Proper funding for the management of Natura 2000 sites, the EU network of sites for nature conservation, can also be supported by CAP funds, and are available to all Member States.
Farming after Brexit
Following the decision in June 2016 for the UK to leave the European Union, major decisions will need to be made about how all governments across the UK support the environment, farming and rural development to replace the Common Agricultural Policy.
A vital role for nature
The CAP has considerable influence on how our land is managed – perhaps to be expected considering the money involved - more than €50bn every year, entirely paid for by the public through their taxes.
Elements of the CAP are crucial to help address biodiversity declines and other environmental challenges, particularly through agri-environment schemes in each of the four UK countries.
There have been some successes with schemes targeted at specific species. For example, the national breeding population of cirl buntings increased from 118 pairs in 1989 to 862 in 2009 following a special agri-environment project – essentially preventing the species from being lost from the UK altogether.
However, despite these efforts many farmland bird species such as the skylark, corn bunting, grey partridge and turtle dove continue to decline.
Room for improvement
The CAP has improved significantly since the early days of maximised production, but there is still a long way to go before the policy truly meets the needs of farmers, consumers and the environment.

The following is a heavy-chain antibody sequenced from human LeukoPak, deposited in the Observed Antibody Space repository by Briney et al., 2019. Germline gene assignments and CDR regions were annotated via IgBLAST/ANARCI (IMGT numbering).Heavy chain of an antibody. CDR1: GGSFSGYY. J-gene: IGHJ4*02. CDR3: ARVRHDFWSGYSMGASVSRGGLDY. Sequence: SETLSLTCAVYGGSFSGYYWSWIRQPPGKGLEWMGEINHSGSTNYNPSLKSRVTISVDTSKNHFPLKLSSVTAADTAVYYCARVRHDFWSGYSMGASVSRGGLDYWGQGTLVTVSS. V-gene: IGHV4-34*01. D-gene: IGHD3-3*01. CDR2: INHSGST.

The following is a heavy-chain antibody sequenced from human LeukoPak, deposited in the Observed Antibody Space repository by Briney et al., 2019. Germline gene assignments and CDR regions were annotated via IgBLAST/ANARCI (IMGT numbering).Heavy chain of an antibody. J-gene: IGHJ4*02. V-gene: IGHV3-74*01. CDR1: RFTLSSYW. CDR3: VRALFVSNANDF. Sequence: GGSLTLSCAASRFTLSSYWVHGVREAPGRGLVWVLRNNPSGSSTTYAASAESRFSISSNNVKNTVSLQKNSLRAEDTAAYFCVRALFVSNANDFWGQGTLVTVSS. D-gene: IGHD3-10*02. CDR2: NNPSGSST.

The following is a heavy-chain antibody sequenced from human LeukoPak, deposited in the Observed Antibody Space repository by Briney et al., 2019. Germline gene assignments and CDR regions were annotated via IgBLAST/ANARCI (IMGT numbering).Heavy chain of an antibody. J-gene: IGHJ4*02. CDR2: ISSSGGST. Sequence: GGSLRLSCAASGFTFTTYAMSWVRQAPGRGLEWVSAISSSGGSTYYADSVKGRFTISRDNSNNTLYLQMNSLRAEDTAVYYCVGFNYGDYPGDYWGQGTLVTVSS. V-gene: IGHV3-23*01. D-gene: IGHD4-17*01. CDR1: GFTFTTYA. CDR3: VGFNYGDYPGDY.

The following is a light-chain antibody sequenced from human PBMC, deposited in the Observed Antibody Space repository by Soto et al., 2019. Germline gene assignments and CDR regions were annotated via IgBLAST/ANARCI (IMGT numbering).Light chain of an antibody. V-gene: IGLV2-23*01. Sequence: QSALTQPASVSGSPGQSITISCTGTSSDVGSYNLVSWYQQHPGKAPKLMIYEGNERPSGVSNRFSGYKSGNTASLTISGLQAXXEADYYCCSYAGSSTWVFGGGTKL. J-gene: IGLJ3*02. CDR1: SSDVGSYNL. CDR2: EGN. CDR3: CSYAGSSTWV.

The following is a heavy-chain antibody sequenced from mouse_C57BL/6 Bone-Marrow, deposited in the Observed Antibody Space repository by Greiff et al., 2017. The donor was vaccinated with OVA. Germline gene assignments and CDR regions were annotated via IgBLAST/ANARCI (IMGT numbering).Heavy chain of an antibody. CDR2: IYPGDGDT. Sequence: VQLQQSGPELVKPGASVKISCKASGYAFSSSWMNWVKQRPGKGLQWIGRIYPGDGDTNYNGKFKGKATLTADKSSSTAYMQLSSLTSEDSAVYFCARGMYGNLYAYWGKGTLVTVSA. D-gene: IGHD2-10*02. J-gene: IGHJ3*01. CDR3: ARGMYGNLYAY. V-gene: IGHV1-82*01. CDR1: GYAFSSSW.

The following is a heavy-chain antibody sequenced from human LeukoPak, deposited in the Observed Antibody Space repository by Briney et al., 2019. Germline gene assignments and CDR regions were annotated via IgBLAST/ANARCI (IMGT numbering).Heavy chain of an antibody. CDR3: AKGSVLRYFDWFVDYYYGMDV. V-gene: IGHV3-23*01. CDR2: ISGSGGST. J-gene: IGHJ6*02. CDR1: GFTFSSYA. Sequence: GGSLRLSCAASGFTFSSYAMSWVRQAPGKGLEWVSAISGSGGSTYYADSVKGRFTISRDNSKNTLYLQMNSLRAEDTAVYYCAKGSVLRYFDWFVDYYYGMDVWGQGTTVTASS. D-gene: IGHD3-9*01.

Across the UK and wider EU, farmers' payments are still often linked to past production levels with the highest payments going to intensively managed farms whilst extensive, wildlife-friendly farming systems often get a much poorer deal.
Cross-compliance standards, although an important concept, are fairly undemanding, and have not yet met their potential to provide genuine benefits for the environment and wildlife.
The CAP represents an enormous public investment in agriculture and rural areas and yet the majority of its budget is spent on direct payments, which have no clear policy aim and bring limited social and environmental benefits. Only 25 per cent of the CAP spending goes to rural development, with less still (just 4 per cent) spent on agri-environment schemes.
The trajectory of reform, kick started in the early 1990s, also appears to have stalled, with a deeply disappointing 'reform' agreement in 2013.
The RSPB believes that protecting farmland wildlife, cherished European landscapes, and conserving the natural resources needed for long-term food production, must be the core objective of the CAP.
By rewarding farmers who integrate environmental protection and enhancement into their day to day business, the CAP can provide benefits not just for the environment, but for farming incomes and the long-term sustainability of the farming sector, and ultimately ensure the policy is in line with society's expectations from the countryside.
Working with BirdLife partner organisations and other stakeholders across the UK, the RSPB advocates this policy change to EU governments and decision makers.